The analysis of variability showed that D. geniculata is more polymorphic than D. laetitiae, as expected [25]; (Table 2, Fig 2). However, we found significant correlations between some polymorphism estimates and radon concentration in caves in both species, regardless of the degree of variability expressed by each one. In particular, both manova and FCA analyses (Fig 3) revealed that the indel polymorphism (SIF, ALI; Table 2) is significantly correlated with radon concentration (Bq/m3; Table 1); while the nucleotide diversity and the average number of nucleotide differences appear to be species dependent. In particular, the two localities MTR1, hosting D. laetitiae, and PTV, hosting D. geniculata, showed 222Rn levels higher of one to two orders of magnitude than the other caves (Table 1). This very high radioactivity can be explained by the presence of sulfur springs in MTR1 and by both the very low circulation of air and the presence of numerous faults and fractures in PTV. Samples coming from these two sites showed an average length of indels (ALI; Table 2) greater than that observed in other caves. High levels of pDo500 polymorphism (SIF, ALI, PSF; Table 2) were detected also in Dolichopoda samples from MTR2 site, although the latter showed a radioactivity level of one order of magnitude lower than in MTR1 and PTV caves (Table 1). This result might be explained by assuming that samples from MTR1 and MTR2 belong to the same population. Indeed, these localities are very close and are located in the Natural Reserve of Monterano, MTR1 is an old sulfur mine, MTR2 is a cellar in an old ruined house built with tuff and is located at 100 meters away in front of MTR1, being separated by the Mignone river. The two caves are surrounded by woods, an optimal environment for Dolichopoda that, at night, exit the cave to forage and move around. Results from mtDNA Cytochrome Oxidase I sequences showed that individuals coming from the one or the other site are very similar, showing at most a singleton difference (not published data) and Dolichopoda cave crickets show generally a certain degree of mtDNA variability both between and within populations [19, 20, 21]. Therefore, it is reasonable to consider these two sites as hosting a single population and to expect that individuals of Dolichopoda transfer from one cave to another, being definitely subjected to the same radon dose.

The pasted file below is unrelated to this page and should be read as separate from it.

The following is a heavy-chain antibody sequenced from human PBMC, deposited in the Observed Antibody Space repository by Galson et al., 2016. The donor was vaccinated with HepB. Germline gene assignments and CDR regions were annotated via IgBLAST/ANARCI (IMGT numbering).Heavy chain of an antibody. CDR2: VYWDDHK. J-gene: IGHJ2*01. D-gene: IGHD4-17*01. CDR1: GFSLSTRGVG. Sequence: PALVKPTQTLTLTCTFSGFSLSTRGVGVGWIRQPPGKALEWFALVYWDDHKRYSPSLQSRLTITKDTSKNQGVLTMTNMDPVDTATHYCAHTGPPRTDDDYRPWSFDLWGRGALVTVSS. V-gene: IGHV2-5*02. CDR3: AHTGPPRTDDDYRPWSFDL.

The LMM analysis, carried out for each individual to attempt to correct for our unequal sample size, confirmed these results (Table 3), suggesting, again, that the radioactivity levels measured in the caves appear to be responsible for the gaps’ length observed in our samples.